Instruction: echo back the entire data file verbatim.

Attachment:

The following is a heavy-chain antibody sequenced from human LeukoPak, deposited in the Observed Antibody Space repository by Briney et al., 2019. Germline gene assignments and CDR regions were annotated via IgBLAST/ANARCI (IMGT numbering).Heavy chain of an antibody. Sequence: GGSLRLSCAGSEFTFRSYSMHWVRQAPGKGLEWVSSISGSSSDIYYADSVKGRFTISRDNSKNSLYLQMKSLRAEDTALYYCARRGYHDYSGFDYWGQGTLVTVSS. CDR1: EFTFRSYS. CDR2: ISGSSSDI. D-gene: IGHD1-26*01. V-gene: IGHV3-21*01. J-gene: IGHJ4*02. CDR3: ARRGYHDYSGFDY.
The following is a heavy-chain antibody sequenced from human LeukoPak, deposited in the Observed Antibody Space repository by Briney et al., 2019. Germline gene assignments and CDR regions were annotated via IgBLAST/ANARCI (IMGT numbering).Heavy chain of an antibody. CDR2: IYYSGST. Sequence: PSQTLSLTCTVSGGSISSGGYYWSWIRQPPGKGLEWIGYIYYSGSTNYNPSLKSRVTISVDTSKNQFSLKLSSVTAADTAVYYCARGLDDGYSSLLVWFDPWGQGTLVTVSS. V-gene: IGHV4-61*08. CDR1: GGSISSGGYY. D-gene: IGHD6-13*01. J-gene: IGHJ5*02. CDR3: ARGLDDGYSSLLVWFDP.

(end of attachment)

The following is a heavy-chain antibody sequenced from human LeukoPak, deposited in the Observed Antibody Space repository by Briney et al., 2019. Germline gene assignments and CDR regions were annotated via IgBLAST/ANARCI (IMGT numbering).Heavy chain of an antibody. Sequence: GGSLRLSCAGSEFTFRSYSMHWVRQAPGKGLEWVSSISGSSSDIYYADSVKGRFTISRDNSKNSLYLQMKSLRAEDTALYYCARRGYHDYSGFDYWGQGTLVTVSS. CDR1: EFTFRSYS. CDR2: ISGSSSDI. D-gene: IGHD1-26*01. V-gene: IGHV3-21*01. J-gene: IGHJ4*02. CDR3: ARRGYHDYSGFDY.
The following is a heavy-chain antibody sequenced from human LeukoPak, deposited in the Observed Antibody Space repository by Briney et al., 2019. Germline gene assignments and CDR regions were annotated via IgBLAST/ANARCI (IMGT numbering).Heavy chain of an antibody. CDR2: IYYSGST. Sequence: PSQTLSLTCTVSGGSISSGGYYWSWIRQPPGKGLEWIGYIYYSGSTNYNPSLKSRVTISVDTSKNQFSLKLSSVTAADTAVYYCARGLDDGYSSLLVWFDPWGQGTLVTVSS. V-gene: IGHV4-61*08. CDR1: GGSISSGGYY. D-gene: IGHD6-13*01. J-gene: IGHJ5*02. CDR3: ARGLDDGYSSLLVWFDP.